This one has him taking it back to the streets, and inds him getting deeper than any other point on the album as he does on which has him on some G-Funk, and he raps for the majority of the tune as he brings Shaunta to the music world, and she delivers some pretty hot rhymes to back him as he does his thing whilst representing South Central LA.
9. "It's Over"
This one has him doing some pretty traditional R&B for once as he does a track which has him sing about how the relationship he is in is pretty much done as his girl simply doesn't know how to treat men. Slick Rick is sampled even more here, and his presence is anyways valued. Here he blames the girl straight-out, since most think his just been played for a while, and he just lets it all out.
10. "Midnight Interlude"
11. "I Wanna"
The pace of things is drop significantly for this, one of the biggest tunes on the whole of the album. His vocals on this track are much better than at any other point on the album, and it suits the fact that he is doing this when he focus is to explain how he wishes for his relationship with his girl to go. The gentle pace with the hard slaps makes it really stand out, and it needs this as it is one of the best here.
12. "Down On My Knees"
On thi one you have him doing yet another smooth song, and I have to say that I didn't expect this many to be found here, based on the fact that the lead singles were such club bangers, but it doesn't lessen the impact of this sensual works, as this one has him speaking of how he wishes to get it on with his girl (again).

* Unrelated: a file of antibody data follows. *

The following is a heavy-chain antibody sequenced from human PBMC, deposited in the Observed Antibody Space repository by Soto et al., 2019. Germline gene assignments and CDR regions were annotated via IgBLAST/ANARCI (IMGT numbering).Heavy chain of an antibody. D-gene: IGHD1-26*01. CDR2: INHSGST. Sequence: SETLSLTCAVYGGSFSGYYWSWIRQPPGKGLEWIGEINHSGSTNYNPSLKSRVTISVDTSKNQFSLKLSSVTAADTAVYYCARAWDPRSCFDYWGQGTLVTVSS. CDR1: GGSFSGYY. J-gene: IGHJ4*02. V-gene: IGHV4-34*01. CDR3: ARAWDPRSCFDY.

13. "Gotta Get My Roll On"
As a final effort to show that he knows what the streets are saying, this one has him sample some fo the Ohio Players as he drops something hardcore for everyone. It is a killer tune, and has him showing just what he is about, and how he fits right in one the West Coast as he half-raps/half-sings about just cruising in the sun.
14. "Close The Door"
The beats in this song are funky, s have hi taking heavy influence from the Soul of the seventies and eighties, and it appears that he has been bale to straight-out nail it this time around as he takes you right back to this time, without sounding as if he was forcing it. You hear nothing of his modern 'hood' persona, and I think it helps to establish some heavy diversity he is capable of presenting.
15. "Daddy's Home"
We have the album ending in a way to contrast greatly from the rest of the album as it has him doing a powerful tune which is backed in a minimalistic manner as he does it all to only a piano, and it allows his voice to be a much more prominent part of the recording as he sings of how he should have been there for his child. It is a powerful and emotional song from him, and despite having him move from the exciting work, he brings you in with this thought-provoking approach to singing.
This is a very consistent album from Montell, and a great way to kick off his career. There isn't a weak point in this, and I can't see where anyone could possibly fault it to any degree whatsoever. It is filed with club bangers from out the West coast and a nice selection of slow jams to show how varied his work can be.